Academic and related interests in the Church
My wide academic interests in the Church centre upon the history and ecclesiology of the smaller reactionary Orthodox and Catholic churches in the nineteenth and twentieth-centuries, and on issues of sacramental validity, Apostolic Succession, jurisdiction and canon law as these apply to the smaller communions. Several book publications and both published and unpublished research papers testify to my extensive engagement with these issues.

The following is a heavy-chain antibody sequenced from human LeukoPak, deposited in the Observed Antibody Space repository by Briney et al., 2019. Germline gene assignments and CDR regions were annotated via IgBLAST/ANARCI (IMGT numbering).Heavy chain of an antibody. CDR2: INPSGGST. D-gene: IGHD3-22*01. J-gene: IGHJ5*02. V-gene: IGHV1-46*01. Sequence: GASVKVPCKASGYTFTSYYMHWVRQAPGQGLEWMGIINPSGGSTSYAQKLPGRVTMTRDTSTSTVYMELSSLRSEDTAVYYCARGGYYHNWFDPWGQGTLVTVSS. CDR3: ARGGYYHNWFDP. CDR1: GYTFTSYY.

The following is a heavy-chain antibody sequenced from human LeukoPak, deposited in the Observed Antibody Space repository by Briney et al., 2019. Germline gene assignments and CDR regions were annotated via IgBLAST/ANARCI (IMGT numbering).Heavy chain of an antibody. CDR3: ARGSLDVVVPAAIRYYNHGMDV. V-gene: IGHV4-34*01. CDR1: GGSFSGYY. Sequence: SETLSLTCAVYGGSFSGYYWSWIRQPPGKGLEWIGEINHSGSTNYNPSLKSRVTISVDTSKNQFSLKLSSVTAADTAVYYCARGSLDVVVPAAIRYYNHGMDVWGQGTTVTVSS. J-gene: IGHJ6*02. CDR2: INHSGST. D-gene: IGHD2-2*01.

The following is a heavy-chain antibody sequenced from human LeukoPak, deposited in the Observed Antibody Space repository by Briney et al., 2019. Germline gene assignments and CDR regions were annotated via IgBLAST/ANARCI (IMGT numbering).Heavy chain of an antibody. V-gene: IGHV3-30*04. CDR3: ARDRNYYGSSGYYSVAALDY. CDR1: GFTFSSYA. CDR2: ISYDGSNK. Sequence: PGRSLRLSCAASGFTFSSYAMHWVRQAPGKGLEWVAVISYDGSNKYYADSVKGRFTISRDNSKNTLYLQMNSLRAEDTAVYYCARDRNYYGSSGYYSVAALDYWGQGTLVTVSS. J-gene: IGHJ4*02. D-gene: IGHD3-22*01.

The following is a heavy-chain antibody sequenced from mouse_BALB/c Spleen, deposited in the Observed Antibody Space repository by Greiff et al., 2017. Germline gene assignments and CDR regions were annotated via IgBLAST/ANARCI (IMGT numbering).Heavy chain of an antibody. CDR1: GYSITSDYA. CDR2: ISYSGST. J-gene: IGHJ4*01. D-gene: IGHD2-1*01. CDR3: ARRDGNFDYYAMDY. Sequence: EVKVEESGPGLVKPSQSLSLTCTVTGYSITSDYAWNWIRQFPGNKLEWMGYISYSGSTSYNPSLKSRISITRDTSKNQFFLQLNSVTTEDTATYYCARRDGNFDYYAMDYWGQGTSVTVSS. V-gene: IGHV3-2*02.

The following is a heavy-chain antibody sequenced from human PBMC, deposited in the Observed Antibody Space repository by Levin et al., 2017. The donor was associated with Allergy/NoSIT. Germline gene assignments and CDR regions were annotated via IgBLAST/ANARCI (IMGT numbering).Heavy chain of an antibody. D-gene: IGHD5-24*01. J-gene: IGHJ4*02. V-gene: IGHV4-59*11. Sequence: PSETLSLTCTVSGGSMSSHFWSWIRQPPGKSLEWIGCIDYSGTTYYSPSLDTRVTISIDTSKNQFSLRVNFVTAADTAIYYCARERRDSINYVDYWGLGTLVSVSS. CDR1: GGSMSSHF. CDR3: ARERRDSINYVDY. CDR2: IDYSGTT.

I have responsibility for the custody of a major archive of documents and artefacts concerning the history of my own and other related communions, including a number of unique and valuable items, and I am regularly consulted by researchers and others seeking information on the independent sacramental movement and related bodies. Under my aegis, a number of historic items, including several once belonging to Archbishop Joseph-René Vilatte (1854-1929) continue in liturgical use today. I am also interested in the practical challenges of ministry, purpose and effective episcopal management within small, geographically disparate and theologically diffuse communions, and with ensuring that their representation in the wider world is not confined to the pejorative academic ghetto of “new religious movements”.